While Johnson was busy on Michigan's campus, he also found time to serve the international scholarly community. He was president of the African Literature Association from 1977 to 1978 and vice president of the Association of Caribbean Studies from 1983 to 1985. He also served on the Africa Committee of the Social Science Research Council from 1985 to 1990.
During his lifetime he published three volumes of poetry entitled the Sierra Leone Trilogy (1995). These works include Highlife for Caliban (1974) documenting his early years, 1940-1960, many of which he lived in Sierra Leone. These poems, based on the rhythms of traditional Kiro songs, are meditations on his life as a native of Freetown. The second volume Hand on the Navel (1978) records the effects of colonialism on the soldiers of the Royal West Africa Frontier Force as they are sent throughout the world to defend the interests of Great Britain (1900-1940). The third volume is Carnival of the Old Coast (1984). It begins with the discovery of Sierra Leone by the British in 1789 and continues to 1900. It describes the effects of the slave trade on the people of Sierra Leone and beyond into the rest of the world. All of his volumes of poetry are rich with allusions and other languages, requiring his readers to be very well read to understand his voice.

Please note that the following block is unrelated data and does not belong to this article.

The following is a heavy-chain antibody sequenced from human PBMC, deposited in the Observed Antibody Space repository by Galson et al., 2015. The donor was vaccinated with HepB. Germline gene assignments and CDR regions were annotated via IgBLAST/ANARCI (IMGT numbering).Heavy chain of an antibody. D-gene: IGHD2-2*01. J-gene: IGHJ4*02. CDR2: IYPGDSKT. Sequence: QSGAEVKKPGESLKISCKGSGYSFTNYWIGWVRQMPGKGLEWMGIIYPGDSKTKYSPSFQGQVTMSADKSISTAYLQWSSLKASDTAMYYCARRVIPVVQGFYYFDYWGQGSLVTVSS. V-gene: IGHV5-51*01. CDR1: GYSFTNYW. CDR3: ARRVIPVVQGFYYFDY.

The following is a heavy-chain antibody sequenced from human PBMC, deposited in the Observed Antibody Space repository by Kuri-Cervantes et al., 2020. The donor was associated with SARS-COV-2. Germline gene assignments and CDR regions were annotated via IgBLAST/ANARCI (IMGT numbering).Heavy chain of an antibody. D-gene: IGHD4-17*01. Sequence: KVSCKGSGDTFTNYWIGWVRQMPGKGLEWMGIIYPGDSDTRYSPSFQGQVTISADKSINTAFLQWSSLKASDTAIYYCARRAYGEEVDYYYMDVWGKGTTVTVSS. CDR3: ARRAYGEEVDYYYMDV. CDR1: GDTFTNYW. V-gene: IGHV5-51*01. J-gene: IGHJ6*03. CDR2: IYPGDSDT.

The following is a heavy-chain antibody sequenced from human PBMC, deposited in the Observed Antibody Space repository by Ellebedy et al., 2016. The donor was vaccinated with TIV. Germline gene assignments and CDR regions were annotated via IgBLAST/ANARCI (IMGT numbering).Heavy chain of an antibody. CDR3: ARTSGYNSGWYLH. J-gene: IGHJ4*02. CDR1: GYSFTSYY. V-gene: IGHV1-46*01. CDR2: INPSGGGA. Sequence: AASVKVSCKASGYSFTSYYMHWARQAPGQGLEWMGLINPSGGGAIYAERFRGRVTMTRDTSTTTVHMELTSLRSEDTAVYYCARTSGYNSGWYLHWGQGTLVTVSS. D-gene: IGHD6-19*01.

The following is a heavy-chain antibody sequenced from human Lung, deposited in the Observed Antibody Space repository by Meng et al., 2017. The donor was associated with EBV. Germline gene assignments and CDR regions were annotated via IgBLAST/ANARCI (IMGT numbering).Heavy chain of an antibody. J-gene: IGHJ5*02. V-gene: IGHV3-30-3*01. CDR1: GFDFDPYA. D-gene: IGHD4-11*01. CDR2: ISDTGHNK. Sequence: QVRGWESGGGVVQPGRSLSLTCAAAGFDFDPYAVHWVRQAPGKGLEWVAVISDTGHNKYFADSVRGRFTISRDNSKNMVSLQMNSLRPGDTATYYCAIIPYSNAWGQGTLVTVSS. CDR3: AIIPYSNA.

Johnson's early work of literary criticism reflected his interest in African literature and the African Diaspora, he authored numerous works on Shakespeare, including his volume entitled Shakespeare in Africa & Other Venues: Import and the Appropriation of Culture (1998) that discusses how racial, cultural, and ethnic influences affect the interpretation of Shakespeare's universally popular works and how those works affect society. Later, he began an investigation of African eroticism variously titled (en)Countering Traditions of the Erotic in African Narratives (2001 and undated working drafts), Genesis and Genitalia (2001 and undated working drafts) and Genesis and Genitalia: African Literature and Narratives of the Sexual (undated working drafts). He also studied the issue of homosexuality in African culture in No Sweetness Here?: (dis)Counting Homosexuality (1998 working drafts) and Mahmud Bilateral, or (en)Countering Homosexuality (2001 and undated working drafts).
In September 2001 Johnson was diagnosed with cancer. He died on March 12, 2002.
- Acquisition Information:
- The papers were donated to the library by Mrs. Lemuel Johnson (Donor no. 9578 ) in April 2005. 9578
Click on terms below to find any related finding aids on this site.
Blacks in literature.
Poetry -- Black authors -- History and criticism.
Eroticism in literature.
Homosexuality -- Africa.
University of Michigan -- Faculty.
University of Michigan. Department of English Language and Literature.
University of Michigan. Center for Afroamerican and African Studies.
Johnson, Lemuel A.
Sierra Leone -- Social life and customs -- Poetry.
Africa -- In literature.
Using These Materials
The collection is open to research.
- USE & PERMISSIONS:
Copyright is retained by Mrs. Lemuel (Marian) Johnson until April 8, 2015. Patrons are responsible for determining the appropriate use or reuse of materials.
- PREFERRED CITATION:
[item], folder, box, Lemuel A. Johnson Papers, Bentley Historical Library, University of Michigan